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Thursday
Jan092014

August: Osage County

It must be tough being an actress in Hollywood knowing that no matter how hard you try and no matter how terrific your performance is, it will always be overshadowed by Meryl Streep. Streep, plainly put, is acting perfection. She never misses a beat and manages to give Oscar worthy performances year after year, even if the movie she’s in can’t live up to her talent. Take 2011’s “The Iron Lady” as an example, a film that was utterly wretched, but had a central Streep performance that was absolutely sublime. Only a year off will allow her competition to shine, but she shows no signs of slowing down after “August: Osage County” where she gives another breathtaking performance. The movie has some problems, but Streep (and the supporting cast) elevate it beyond its troublesome material. Expect Streep to soon be clutching yet another Oscar.

“August: Osage County” takes a look into a dysfunctional family that comes together after their father commits suicide. Barbara (Julia Roberts) is the oldest child of Violet (Streep), an overbearing painkiller junkie suffering from mouth cancer who takes her pain and anger out on those around her. Barbara is having marital issues with her husband, Bill (Ewan McGregor). Their daughter, Jean (Abigail Breslin), has become more standoffish now that she has reached her teenage years, though much of it could be due to the neglect from her parents. Barbara’s sister, Karen (Juliette Lewis), shows up with her new boyfriend, Steve (Dermot Mulroney), who eventually reveals his own sick perversions. Meanwhile, their other sister, Ivy (Julianne Nicholson), has sparked a romantic relationship with another member of the family, Charles (Benedict Cumberbatch), a timid fellow who is distraught after missing, or perhaps intentionally skipping, his uncle’s funeral.

And the list goes on. There are even more characters to discuss, each seemingly with something to hide, and their secrets are revealed at a deliberate pace. While some of it is truly surprising and meaningful within the context of the story, much of it is superfluous in nature, including the true (and rather disgusting) relationship between certain members of the family. In particular, the relationship between Charles and Ivy is left unresolved, eventually dropping before any real effect from their actions can resonate. With so many side stories packed into a mere two hours, the film finds itself at an inconsistent pace, unable to keep up with everything it has foolishly introduced.

Where the film hits its stride is in its more focused approach, generally from a bringing together of each family member into one place. One masterful, prolonged sequence around the dinner table exemplifies this well. The scene is uncomfortable, scary, traumatic and, given all the emotions on display, kind of heartbreaking. The dialogue flows naturally, but nevertheless comes quick. Appropriately, given the source material the movie is derived from, this scene is like a play come to life and it’s fantastic. It’s this scene that allows the talented cast to show their acting chops. Roberts gives what could be the rawest performance of her career and understated performances from the likes of veteran actors Chris Cooper and Margo Martindale give the scene real weight.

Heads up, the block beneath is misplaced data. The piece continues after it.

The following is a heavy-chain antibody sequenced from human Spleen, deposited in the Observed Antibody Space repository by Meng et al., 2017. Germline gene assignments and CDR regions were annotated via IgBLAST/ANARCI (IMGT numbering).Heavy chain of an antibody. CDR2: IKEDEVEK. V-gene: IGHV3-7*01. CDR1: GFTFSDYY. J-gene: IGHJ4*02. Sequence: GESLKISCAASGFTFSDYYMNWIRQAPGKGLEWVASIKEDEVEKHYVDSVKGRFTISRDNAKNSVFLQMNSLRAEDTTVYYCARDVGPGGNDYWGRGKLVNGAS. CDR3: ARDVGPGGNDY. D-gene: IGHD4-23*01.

This scene is also where some of the film’s dark humor becomes most prominent, though it feels incongruous when coupled with such deep drama. While there are certainly some laughs to be had in “August: Osage County,” much of it falls flat, coming off as unnecessary and, due to the source material’s dramatic intentions, kind of mean. The movie does a good job of making you uncomfortable with its drama, as it should; it needn’t fall back on harsh humor to help.

The awkward family dynamic on display in “August: Osage County” is easy to relate to, as all of us have some type of dysfunction in our own families, but upon reflection, one can’t help but wonder what the point of it all was. The material doesn’t provide any real insight into anything in particular and so much of the story is left on the table that it doesn’t resonate. But, as with December’s “Out of the Furnace,” this is a case of the acting sustaining the structurally weak film. This is hands down the best ensemble of the year and with so many standout performances from both Streep (who the Academy should just give the Oscar to now and save themselves some time) and the cast around her, it makes it easily recommendable. But if you’re looking for insight, you won’t find it here.

August: Osage County receives 3.5/5